Think all you want, about whatever you like, but face it, folks, the state evaluation law isn't gonna disappear within the week. Cuomo is all Hamlet over whether or not he has to take action on Common Core, and can't be bothered considering the stupid evaluation law. Unless it helps him in his quest to take Obama's job, the only important thing in his narrow universe, you can bet he won't spend one minute even considering it.
Doubtless he's hoping the statewide outrage will just blow over, or John and Silent Merryl will be able to skillfully persuade the public that corporate reform is a good thing. Meanwhile, we're stuck with this vindictive, baseless, piece of crap law.
As I wrote yesterday, I find it insane that so many observations are required. Perhaps we could agree to a lower minimum and make this a less grueling process. Maybe there could be alternates to written observations. Teachers could do peer observations. Teachers could share best practices at PD. Teachers could contribute to the school community in all sorts of ways. Why does it have to come down to the same thing over and over?
Is the Danielson Framework as odious as the junk science evaluation? Honestly, it isn't to me. Perverting it into a gotcha system is awful, and that's always been the goal of Bloomberg's Tweedies. But I'm not yet persuaded it's remotely as trashy as the junk-science testing at the heart of this law. If I'm wrong, please feel free to tell me why.
Nonetheless, we live in a country where obscenely wealthy Bill Gates can simply buy free reign to dictate education policy to public schools. That's why states all over the country are using a methodology proven to work absolutely nowhere to rate teachers. The already lame defense, that our state is using only 40% while some other is using 50, 60, or whatever, becomes absolutely ridiculous in that if you fail, it becomes 100.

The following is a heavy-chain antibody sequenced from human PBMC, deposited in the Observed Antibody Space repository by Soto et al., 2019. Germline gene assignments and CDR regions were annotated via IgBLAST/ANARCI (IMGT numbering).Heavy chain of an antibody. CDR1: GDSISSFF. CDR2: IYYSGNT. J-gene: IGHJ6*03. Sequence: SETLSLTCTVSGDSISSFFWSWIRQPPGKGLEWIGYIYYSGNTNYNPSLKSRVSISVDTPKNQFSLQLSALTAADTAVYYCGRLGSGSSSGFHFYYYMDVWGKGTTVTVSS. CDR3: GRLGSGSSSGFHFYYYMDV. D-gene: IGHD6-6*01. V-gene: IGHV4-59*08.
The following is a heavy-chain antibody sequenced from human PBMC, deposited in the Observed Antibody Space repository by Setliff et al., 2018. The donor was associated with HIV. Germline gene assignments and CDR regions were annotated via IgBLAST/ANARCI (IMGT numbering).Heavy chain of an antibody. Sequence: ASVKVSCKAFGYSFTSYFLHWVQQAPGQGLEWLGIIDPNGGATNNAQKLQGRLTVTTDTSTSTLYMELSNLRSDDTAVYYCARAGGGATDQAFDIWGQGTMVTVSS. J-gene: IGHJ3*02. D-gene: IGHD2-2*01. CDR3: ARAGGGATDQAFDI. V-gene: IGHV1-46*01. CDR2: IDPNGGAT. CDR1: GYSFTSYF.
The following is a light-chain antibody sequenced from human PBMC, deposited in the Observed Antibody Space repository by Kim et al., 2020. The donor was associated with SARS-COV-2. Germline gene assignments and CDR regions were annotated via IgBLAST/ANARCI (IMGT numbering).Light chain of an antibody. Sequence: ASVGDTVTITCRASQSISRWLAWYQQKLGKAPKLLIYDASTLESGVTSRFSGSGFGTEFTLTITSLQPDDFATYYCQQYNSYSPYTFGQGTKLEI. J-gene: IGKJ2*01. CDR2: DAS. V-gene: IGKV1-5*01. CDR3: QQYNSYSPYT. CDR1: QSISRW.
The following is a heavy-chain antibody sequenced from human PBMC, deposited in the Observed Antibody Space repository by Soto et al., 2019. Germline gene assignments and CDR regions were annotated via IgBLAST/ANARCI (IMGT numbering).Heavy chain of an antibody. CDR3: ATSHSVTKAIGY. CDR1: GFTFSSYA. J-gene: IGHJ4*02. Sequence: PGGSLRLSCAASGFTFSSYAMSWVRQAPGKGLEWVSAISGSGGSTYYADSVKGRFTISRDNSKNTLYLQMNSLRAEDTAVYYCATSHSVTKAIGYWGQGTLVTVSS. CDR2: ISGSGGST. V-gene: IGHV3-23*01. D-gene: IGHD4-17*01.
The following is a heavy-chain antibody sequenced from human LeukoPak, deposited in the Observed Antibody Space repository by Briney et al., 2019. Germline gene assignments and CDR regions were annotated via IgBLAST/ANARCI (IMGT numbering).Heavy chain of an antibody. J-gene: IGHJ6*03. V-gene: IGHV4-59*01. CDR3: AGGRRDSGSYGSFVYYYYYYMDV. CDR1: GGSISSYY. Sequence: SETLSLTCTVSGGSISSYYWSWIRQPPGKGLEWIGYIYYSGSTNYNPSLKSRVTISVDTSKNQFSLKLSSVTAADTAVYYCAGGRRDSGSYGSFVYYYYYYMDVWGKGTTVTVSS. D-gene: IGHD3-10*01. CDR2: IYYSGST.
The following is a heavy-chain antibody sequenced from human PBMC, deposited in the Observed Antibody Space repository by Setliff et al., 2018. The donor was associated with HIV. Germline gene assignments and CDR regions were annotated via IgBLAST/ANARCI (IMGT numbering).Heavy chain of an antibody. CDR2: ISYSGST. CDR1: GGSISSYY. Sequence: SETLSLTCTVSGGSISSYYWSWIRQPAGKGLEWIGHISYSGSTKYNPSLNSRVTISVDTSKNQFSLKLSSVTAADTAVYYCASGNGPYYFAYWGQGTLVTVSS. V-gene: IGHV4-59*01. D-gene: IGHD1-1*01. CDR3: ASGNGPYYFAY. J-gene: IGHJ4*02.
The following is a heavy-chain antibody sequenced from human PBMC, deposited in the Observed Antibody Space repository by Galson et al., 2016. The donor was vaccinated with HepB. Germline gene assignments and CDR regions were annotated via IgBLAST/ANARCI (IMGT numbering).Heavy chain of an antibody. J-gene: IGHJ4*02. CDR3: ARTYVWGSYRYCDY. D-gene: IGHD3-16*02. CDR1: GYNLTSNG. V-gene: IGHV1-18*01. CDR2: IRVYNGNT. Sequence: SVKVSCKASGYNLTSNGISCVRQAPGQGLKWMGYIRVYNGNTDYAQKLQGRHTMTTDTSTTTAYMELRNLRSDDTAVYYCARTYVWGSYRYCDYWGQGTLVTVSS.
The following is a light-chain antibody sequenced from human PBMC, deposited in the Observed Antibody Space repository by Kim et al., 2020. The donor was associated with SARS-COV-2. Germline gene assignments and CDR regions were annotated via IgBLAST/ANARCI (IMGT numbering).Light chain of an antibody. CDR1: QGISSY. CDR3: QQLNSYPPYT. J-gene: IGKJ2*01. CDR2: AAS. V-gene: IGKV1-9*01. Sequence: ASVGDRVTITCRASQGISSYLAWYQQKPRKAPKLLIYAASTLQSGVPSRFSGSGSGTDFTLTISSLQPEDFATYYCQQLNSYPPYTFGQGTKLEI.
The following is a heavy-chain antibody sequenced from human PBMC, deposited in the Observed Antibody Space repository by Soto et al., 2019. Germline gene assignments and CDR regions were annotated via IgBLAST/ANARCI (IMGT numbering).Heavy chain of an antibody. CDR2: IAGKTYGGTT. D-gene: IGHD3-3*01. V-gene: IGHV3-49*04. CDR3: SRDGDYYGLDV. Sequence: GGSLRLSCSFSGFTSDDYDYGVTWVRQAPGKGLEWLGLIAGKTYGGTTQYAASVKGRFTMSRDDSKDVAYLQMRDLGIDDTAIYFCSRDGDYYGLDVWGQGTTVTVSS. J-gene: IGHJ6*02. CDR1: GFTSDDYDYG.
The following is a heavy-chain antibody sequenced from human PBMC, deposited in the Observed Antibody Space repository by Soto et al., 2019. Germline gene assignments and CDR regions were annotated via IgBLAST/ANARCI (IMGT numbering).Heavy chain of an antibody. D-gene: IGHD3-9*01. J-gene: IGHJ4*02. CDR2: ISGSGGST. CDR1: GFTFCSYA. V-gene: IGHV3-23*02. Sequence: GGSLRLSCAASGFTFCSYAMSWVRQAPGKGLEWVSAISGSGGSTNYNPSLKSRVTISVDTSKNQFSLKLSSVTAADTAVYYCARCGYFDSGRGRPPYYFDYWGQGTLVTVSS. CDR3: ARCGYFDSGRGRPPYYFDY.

It's gonna take a long time to fix or change that ridiculous law. Bad ideas have lives of their own, and any attempts to change this will be met with predicable cries that teachers want to escape so-called accountability. Accountability, of course, means being able to fire as many teachers as possible, for any reason or none at all.
Meanwhile, we're stuck. We have an incoming mayor, finally, who appears to be not insane. Let's make a wish list of what changes we want to see. I assume no one loves Reformy John's plan, which was probably written by his privately paid interns, the ones who are accountable to billionaires rather than taxpayers, the ones who don't worry about those nasty ethics rules that encumber private employees.
I know we want a contract. I know we haven't had a raise in years. But what changes, specifically, should we ask of the NYC APPR agreement right now?
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Stories herein containing unnamed or invented characters are works of fiction. Names, characters, businesses, places, events and incidents are either the products of the author’s imagination or used in a fictitious manner. Any resemblance to actual persons, living or dead, or actual events is purely coincidental.